Published On: 17/07/2014By Categories: Peace in the home

Our beliefs become our thoughts; Our thoughts become our words; Our words become our habits; Our habits become our values; Our values become our destiny.  – Gandhi

Children are not born with manners

This is another aspect that needs to be taught and modeled by parents. Sometimes I would tease my grown children and say, ‘Didn’t your mom teach you any manners?’ But it is so true, if your mother doesn’t teach you, who will? It does not come naturally.

Obviously cultures differ, but here are some examples that would be helpful if they could be taught and modeled before leaving home.

  • Burping in public
  • Picking your nose in public
  • Shouting
  • Slurping when drinking
  • Scratching your private areas
  •  Picking in your teeth in company
  • Wait till everyone is at the table before you start eating
  • Say thank you to the cook for the food
  • Excuse yourself from the table
  • Offer others before taking a second helping
  • Boys should hold the door and let girls/women go first
  • Girls/women should then acknowledge this courtesy with thanks
  • Saying please and thank you
  • Greeting and communicating with people while making eye contact
  • Closing the door when you use the bathroom
  • Ask before you take
  • Knock on doors and wait before opening
  • Interrupt when someone is talking
  • Scratch in someone’s handbag
  • Helping yourself to things in the cupboard – ask first
  • Pushing in front of people in a queue
  • Wait patiently for your turn
  • Shake hands with a firm grip and many more

One little five-year-old told her mommy, ‘Only daddies are allowed to pick their noses, right Mommy?’

Besides modelling these habits, there are fun ways of teaching these skills. For example, with younger children, have a tea party and over-exaggerate the good manners. As The get older, Dad can take them on a formal ‘date’. This teaches girls what respect to expect from their future boyfriends and models for boys how to treat their potential girlfriends.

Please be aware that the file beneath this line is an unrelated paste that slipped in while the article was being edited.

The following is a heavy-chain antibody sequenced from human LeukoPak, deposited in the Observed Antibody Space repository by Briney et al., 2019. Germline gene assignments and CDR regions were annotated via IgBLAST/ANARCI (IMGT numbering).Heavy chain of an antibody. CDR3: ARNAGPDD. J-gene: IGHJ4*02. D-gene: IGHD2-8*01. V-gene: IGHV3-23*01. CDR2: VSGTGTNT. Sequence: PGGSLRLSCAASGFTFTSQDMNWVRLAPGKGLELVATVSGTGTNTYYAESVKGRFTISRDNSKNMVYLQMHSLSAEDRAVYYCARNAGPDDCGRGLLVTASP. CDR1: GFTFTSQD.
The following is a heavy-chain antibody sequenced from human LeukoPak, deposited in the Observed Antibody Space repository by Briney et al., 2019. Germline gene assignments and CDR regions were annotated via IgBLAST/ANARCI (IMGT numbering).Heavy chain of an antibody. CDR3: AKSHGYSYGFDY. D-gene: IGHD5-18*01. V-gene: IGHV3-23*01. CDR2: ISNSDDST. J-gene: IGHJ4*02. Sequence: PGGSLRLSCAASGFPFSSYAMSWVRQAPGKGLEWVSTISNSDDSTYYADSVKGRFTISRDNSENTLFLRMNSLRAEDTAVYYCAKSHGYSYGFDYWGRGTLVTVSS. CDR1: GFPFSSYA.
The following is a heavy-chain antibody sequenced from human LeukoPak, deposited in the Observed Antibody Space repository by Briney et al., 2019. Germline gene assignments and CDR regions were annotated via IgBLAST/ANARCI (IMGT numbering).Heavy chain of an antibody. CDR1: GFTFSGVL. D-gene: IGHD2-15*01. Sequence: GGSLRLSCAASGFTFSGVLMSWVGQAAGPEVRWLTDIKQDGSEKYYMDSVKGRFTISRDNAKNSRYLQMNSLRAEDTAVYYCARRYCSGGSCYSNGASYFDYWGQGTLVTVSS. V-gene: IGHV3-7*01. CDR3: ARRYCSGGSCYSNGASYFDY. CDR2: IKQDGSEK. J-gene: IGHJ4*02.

Dr James Dobson had a good example of teaching young people how to communicate. He suggested you stand across from them with a ball. throw the ball at them letting it bounce once before The catch it. Then they have to return it the same way. Explain that conversation is similar in the sense that when you have the ball, you talk and the other person does not interrupt. Then you throw the ball (conversation) to the other person and give them a turn to respond. This can go on and on as long as the ball is returned to the other person. However, if your reply to someone’s question is simply a yes or a no, it kills the ‘game’. The ball stops.

Giving examples to a child is always helpful. You can say things like, ‘When someone asks if you enjoyed the food, instead of just saying yes, thank you (keeping the ball), what sort of questions can you think of that you could ask?’ Some suggestions could be, ‘Did you use a recipe for this?’ ‘Was that real chocolate you put in there?’ ‘Is this the first time you made this or is it a family favourite?’

While driving down the street, I watched as a mother threw litter in the street, two paces away from a public refuse bin. Her little child was watching her, and proceeded to do the same. How sad. If her parents do not teach her these things by example, who will?

I am sure we could all think of a few adults we know whom we would like to ask, ‘Didn’t your mom teach you anything?’ Don’t let your child become one of those people one day.

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